I have discussed this article here before, actually, though without saying what it was about: it's the one I asked for crowdsourced help in fixing it, after it had already been rejected and rewritten a number of times. Since it was then accepted by the next journal I sent it to (even if not immediately), for me this vindicates the idea of crowdsourcing the editing process in this way. I wouldn't do it as a matter of course, but I'd certainly do it again if (and when) I run into trouble. So thank you to the following people who provided feedback on the article draft:
Alan Allport, Christopher Amano-Langtree, Corry Arnold, Katrina Gulliver, Wilko Hardenberg, Lester Hawksby, James Kightly, Beverley Laing, Ross Mahoney, Andre Mayer, Bob Meade, Andrew Reid, Alun Salt
You'll all be in the acknowledgements, so if I've forgotten anyone, please let me know!
One painful lesson I learned while seeing my Blitz reprisals article through to press was to stick. To. The. Bloody. Word. Limit! The article as accepted was well over and as a result I caused myself and the editors much grief while we worked to cut it down to an acceptable size. Never again.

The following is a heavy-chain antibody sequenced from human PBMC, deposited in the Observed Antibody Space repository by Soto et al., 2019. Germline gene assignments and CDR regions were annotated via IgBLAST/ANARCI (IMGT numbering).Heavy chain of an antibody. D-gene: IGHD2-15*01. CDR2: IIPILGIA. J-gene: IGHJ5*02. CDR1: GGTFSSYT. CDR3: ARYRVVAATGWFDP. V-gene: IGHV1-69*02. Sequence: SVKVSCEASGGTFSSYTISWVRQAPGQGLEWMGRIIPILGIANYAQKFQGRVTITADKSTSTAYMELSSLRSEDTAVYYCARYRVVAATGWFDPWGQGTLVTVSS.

Because they stood somewhat apart from the main argument of the article, the first cut I made was to delete two paragraphs addressing Tom Harrisson's theory, in his (generally invaluable) 1978 book Living Through the Blitz, about the demands by the British press for reprisals, which is effectively a conspiracy theory insinuating press manipulation as cover for Bomber Command's area bombing policy. Harrisson was co-founder and wartime head of Mass-Observation, and I think one of the main vectors of the idea that the British people didn't want reprisal bombing of German civilians, especially if they'd been bombed themselves (which as I argue in the article itself is, at best, misleading). In the first deleted paragraph I showed why his conspiracy theory doesn't make sense, and in the second I more tentatively (and much less convincingly, I think) gestured towards an explanation of why he came up with it. In relation to the published article, these paragraphs came just before the conclusion on page 406, and after the discussion of examples from the Mass-Observation archives of exactly the sorts of spontaneous demands of reprisals in blitzed areas that Harrisson explicitly denied ever happened. So these two paragraphs were also intended to help explain why he misrepresented the evidence in this way.